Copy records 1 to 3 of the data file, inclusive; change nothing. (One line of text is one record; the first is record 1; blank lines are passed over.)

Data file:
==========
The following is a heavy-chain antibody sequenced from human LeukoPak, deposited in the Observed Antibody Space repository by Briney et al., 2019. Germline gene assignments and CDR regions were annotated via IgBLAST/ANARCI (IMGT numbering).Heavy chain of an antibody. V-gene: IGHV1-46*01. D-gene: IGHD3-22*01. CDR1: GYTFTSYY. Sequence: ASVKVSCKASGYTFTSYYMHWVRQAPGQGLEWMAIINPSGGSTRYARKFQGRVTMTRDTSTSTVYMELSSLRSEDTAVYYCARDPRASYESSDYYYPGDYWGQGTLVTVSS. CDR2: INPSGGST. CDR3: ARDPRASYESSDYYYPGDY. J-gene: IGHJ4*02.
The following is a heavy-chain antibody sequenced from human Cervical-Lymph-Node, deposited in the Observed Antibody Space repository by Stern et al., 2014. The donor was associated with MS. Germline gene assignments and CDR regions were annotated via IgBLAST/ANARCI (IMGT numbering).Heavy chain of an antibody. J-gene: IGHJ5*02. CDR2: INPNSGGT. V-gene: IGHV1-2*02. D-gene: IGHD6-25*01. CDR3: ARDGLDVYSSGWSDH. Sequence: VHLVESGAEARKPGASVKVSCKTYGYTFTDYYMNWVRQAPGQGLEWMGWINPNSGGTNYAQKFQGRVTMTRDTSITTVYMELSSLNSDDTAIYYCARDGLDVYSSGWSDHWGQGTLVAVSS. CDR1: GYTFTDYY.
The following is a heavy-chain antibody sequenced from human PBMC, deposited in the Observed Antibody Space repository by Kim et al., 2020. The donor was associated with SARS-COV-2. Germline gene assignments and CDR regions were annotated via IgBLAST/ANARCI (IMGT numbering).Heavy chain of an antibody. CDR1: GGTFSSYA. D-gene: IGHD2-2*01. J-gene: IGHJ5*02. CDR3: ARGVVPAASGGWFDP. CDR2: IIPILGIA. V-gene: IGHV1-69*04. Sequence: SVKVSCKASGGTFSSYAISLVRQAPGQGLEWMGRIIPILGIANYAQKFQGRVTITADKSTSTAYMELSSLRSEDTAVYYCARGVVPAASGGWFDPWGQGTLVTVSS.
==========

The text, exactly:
The following is a heavy-chain antibody sequenced from human LeukoPak, deposited in the Observed Antibody Space repository by Briney et al., 2019. Germline gene assignments and CDR regions were annotated via IgBLAST/ANARCI (IMGT numbering).Heavy chain of an antibody. V-gene: IGHV1-46*01. D-gene: IGHD3-22*01. CDR1: GYTFTSYY. Sequence: ASVKVSCKASGYTFTSYYMHWVRQAPGQGLEWMAIINPSGGSTRYARKFQGRVTMTRDTSTSTVYMELSSLRSEDTAVYYCARDPRASYESSDYYYPGDYWGQGTLVTVSS. CDR2: INPSGGST. CDR3: ARDPRASYESSDYYYPGDY. J-gene: IGHJ4*02.
The following is a heavy-chain antibody sequenced from human Cervical-Lymph-Node, deposited in the Observed Antibody Space repository by Stern et al., 2014. The donor was associated with MS. Germline gene assignments and CDR regions were annotated via IgBLAST/ANARCI (IMGT numbering).Heavy chain of an antibody. J-gene: IGHJ5*02. CDR2: INPNSGGT. V-gene: IGHV1-2*02. D-gene: IGHD6-25*01. CDR3: ARDGLDVYSSGWSDH. Sequence: VHLVESGAEARKPGASVKVSCKTYGYTFTDYYMNWVRQAPGQGLEWMGWINPNSGGTNYAQKFQGRVTMTRDTSITTVYMELSSLNSDDTAIYYCARDGLDVYSSGWSDHWGQGTLVAVSS. CDR1: GYTFTDYY.
The following is a heavy-chain antibody sequenced from human PBMC, deposited in the Observed Antibody Space repository by Kim et al., 2020. The donor was associated with SARS-COV-2. Germline gene assignments and CDR regions were annotated via IgBLAST/ANARCI (IMGT numbering).Heavy chain of an antibody. CDR1: GGTFSSYA. D-gene: IGHD2-2*01. J-gene: IGHJ5*02. CDR3: ARGVVPAASGGWFDP. CDR2: IIPILGIA. V-gene: IGHV1-69*04. Sequence: SVKVSCKASGGTFSSYAISLVRQAPGQGLEWMGRIIPILGIANYAQKFQGRVTITADKSTSTAYMELSSLRSEDTAVYYCARGVVPAASGGWFDPWGQGTLVTVSS.